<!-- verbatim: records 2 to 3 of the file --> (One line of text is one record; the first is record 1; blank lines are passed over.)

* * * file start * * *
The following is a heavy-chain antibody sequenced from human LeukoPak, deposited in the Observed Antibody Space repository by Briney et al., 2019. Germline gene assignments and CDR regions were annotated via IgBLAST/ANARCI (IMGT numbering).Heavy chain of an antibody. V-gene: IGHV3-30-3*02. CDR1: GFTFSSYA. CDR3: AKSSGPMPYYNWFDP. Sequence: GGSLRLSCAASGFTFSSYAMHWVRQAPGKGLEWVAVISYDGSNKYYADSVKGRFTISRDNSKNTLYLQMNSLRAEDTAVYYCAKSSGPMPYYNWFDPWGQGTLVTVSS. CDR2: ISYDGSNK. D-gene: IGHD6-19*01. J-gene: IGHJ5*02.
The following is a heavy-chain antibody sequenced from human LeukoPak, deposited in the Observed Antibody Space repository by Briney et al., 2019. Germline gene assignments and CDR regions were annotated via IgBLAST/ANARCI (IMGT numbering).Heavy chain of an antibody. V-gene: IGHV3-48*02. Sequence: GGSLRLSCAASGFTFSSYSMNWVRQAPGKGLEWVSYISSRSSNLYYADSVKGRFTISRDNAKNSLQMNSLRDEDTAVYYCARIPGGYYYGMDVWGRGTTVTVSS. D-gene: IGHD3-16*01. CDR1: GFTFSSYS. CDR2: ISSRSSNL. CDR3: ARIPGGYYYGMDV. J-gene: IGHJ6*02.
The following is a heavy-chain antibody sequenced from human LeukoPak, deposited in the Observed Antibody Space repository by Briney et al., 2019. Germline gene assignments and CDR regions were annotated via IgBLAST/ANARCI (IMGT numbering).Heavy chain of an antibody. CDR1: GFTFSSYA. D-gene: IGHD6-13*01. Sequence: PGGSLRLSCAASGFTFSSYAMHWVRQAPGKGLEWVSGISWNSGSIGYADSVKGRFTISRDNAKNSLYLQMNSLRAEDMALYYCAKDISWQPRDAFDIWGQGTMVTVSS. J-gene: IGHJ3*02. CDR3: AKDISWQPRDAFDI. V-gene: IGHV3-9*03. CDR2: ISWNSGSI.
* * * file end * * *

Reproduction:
The following is a heavy-chain antibody sequenced from human LeukoPak, deposited in the Observed Antibody Space repository by Briney et al., 2019. Germline gene assignments and CDR regions were annotated via IgBLAST/ANARCI (IMGT numbering).Heavy chain of an antibody. V-gene: IGHV3-48*02. Sequence: GGSLRLSCAASGFTFSSYSMNWVRQAPGKGLEWVSYISSRSSNLYYADSVKGRFTISRDNAKNSLQMNSLRDEDTAVYYCARIPGGYYYGMDVWGRGTTVTVSS. D-gene: IGHD3-16*01. CDR1: GFTFSSYS. CDR2: ISSRSSNL. CDR3: ARIPGGYYYGMDV. J-gene: IGHJ6*02.
The following is a heavy-chain antibody sequenced from human LeukoPak, deposited in the Observed Antibody Space repository by Briney et al., 2019. Germline gene assignments and CDR regions were annotated via IgBLAST/ANARCI (IMGT numbering).Heavy chain of an antibody. CDR1: GFTFSSYA. D-gene: IGHD6-13*01. Sequence: PGGSLRLSCAASGFTFSSYAMHWVRQAPGKGLEWVSGISWNSGSIGYADSVKGRFTISRDNAKNSLYLQMNSLRAEDMALYYCAKDISWQPRDAFDIWGQGTMVTVSS. J-gene: IGHJ3*02. CDR3: AKDISWQPRDAFDI. V-gene: IGHV3-9*03. CDR2: ISWNSGSI.